Texas Gov. Rick Perry To Send 1,000 National Guard Troops To Border

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Governor Rick Perry awaits the arrival of U.S. President Barack Obama (not seen) in Dallas to discuss a surge of Latin American young people crossing the U.S.-Mexico border July 9, 2014.

Texas Gov. Rick Perry announced Monday he would activate as many as 1,000 National Guard troops along the southern U.S. border to deter “criminal aliens” operating in the area.

Perry, flanked by a number of other state officials, including the director of public safety and attorney general, spoke at a press conference in Austin, describing how the deployment, dubbed “Operation Strong Safety,” would unfold in the next month. The governor emphasized the troops would target criminal activity and elements tied to Mexican drug cartels operating between entry points.

“Since 2008, more than 203,000 criminal aliens have been booked into Texas county jails,” Perry said. “Over the course of their criminal careers, these individuals have committed more than 640,000 crimes. And that is in the state of Texas alone.”

Perry said the National Guard troops would act as a “force multiplier” for local law enforcement and Border Patrol agents already on the ground.

Steve McCraw, the state’s director of public safety, said the deployment was not targeted at the unaccompanied child migrants, but on criminal activities that have proliferated along the border.

“Mexican cartels are exploiting the fact that Border Patrol is occupied with unaccompanied children,” he said.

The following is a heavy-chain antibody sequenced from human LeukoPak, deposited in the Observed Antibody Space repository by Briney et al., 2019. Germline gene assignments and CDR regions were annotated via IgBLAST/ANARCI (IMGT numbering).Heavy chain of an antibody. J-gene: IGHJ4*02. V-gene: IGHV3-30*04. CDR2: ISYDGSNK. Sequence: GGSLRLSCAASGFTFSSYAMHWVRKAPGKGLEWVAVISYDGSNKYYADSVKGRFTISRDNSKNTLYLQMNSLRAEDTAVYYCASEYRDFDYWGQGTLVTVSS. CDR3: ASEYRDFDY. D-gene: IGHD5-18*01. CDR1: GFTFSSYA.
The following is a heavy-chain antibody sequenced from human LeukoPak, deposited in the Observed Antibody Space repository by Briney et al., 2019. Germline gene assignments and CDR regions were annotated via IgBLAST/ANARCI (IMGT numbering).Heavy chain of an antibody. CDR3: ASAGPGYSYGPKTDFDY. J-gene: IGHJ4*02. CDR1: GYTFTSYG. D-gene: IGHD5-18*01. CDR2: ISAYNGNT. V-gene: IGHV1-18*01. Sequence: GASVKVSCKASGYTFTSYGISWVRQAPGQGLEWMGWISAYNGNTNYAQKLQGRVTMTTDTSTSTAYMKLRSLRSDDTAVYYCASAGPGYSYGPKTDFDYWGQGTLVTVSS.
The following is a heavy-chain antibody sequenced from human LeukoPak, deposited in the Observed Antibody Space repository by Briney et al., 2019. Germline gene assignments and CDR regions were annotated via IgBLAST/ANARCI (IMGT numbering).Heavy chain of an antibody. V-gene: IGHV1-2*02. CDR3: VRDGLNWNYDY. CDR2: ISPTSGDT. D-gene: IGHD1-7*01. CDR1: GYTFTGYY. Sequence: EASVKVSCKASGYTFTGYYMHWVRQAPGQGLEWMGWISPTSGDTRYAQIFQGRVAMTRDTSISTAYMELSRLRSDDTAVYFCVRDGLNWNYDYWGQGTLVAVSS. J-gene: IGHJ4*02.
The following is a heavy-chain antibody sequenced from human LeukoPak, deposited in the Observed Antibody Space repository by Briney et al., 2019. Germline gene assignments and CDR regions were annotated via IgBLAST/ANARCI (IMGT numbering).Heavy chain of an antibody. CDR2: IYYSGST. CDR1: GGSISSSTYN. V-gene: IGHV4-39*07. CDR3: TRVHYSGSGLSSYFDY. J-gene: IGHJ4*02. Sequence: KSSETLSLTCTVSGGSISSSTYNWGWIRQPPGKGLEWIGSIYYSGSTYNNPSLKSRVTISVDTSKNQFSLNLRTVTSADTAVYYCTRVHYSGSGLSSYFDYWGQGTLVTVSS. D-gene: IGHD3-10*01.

Perry previously called on President Barack Obama to send the National Guard down to enforce additional security at the border. The two officials met earlier this month during the president’s visit to Texas, but Obama said there were “philosophical differences” on how to handle the situation.

The governor and several of the other officials who spoke alongside him criticized what they described as the federal government’s inaction on border security.

“It’s our responsibility to act independent of the federal government if the federal government fails to do the job that it’s required to do,” McCraw said.

The officials also emphasized although Texas would initially fund the deployment, the state would eventually expect Washington to pay for the operation.

“Texans are willing to put our boots on the ground, but we expect Washington to foot the bill,” Texas Attorney General Greg Abbott said. The deployment is expected to cost $12 million per month.

The McAllen Monitor, a newspaper in the southern border town of McAllen, Texas, reported on an internal memo Sunday that outlined the announcement.

Some Texas officials were quick to criticize the decision after the Monitor’s report.

“Militarizing our border is the wrong response to the arrival of children,” Texas Rep. Joaquin Castro told Politico. Texas State Sen. Juan “Chuy” Hinojosa also opposed the move, saying, “The National Guard are not needed here.”

Others supported the announcement, including Texas Rep. Jeff Leach, who tweeted: “Glad to hear @GovernorPerry is calling up the National Guard to help secure the border and protect our state.”

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